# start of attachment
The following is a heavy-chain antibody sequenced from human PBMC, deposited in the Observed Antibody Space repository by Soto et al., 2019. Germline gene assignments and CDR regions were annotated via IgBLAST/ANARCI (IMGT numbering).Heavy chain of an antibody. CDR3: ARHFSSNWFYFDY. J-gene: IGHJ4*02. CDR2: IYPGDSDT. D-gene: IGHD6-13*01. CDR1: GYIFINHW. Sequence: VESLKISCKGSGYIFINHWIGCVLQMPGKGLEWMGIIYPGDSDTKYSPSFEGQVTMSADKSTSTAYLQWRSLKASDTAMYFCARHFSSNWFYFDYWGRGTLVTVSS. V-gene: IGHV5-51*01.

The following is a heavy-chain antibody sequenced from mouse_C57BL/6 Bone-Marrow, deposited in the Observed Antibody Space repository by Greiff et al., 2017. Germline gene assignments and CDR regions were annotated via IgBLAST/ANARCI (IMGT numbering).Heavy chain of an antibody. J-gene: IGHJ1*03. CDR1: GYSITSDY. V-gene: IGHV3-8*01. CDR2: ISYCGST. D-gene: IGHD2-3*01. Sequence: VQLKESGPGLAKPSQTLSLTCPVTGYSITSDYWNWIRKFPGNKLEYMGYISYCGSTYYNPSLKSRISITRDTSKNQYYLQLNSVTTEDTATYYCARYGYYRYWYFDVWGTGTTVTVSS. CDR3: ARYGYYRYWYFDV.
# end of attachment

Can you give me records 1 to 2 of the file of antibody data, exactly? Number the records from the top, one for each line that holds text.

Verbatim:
The following is a heavy-chain antibody sequenced from human PBMC, deposited in the Observed Antibody Space repository by Soto et al., 2019. Germline gene assignments and CDR regions were annotated via IgBLAST/ANARCI (IMGT numbering).Heavy chain of an antibody. CDR3: ARHFSSNWFYFDY. J-gene: IGHJ4*02. CDR2: IYPGDSDT. D-gene: IGHD6-13*01. CDR1: GYIFINHW. Sequence: VESLKISCKGSGYIFINHWIGCVLQMPGKGLEWMGIIYPGDSDTKYSPSFEGQVTMSADKSTSTAYLQWRSLKASDTAMYFCARHFSSNWFYFDYWGRGTLVTVSS. V-gene: IGHV5-51*01.

The following is a heavy-chain antibody sequenced from mouse_C57BL/6 Bone-Marrow, deposited in the Observed Antibody Space repository by Greiff et al., 2017. Germline gene assignments and CDR regions were annotated via IgBLAST/ANARCI (IMGT numbering).Heavy chain of an antibody. J-gene: IGHJ1*03. CDR1: GYSITSDY. V-gene: IGHV3-8*01. CDR2: ISYCGST. D-gene: IGHD2-3*01. Sequence: VQLKESGPGLAKPSQTLSLTCPVTGYSITSDYWNWIRKFPGNKLEYMGYISYCGSTYYNPSLKSRISITRDTSKNQYYLQLNSVTTEDTATYYCARYGYYRYWYFDVWGTGTTVTVSS. CDR3: ARYGYYRYWYFDV.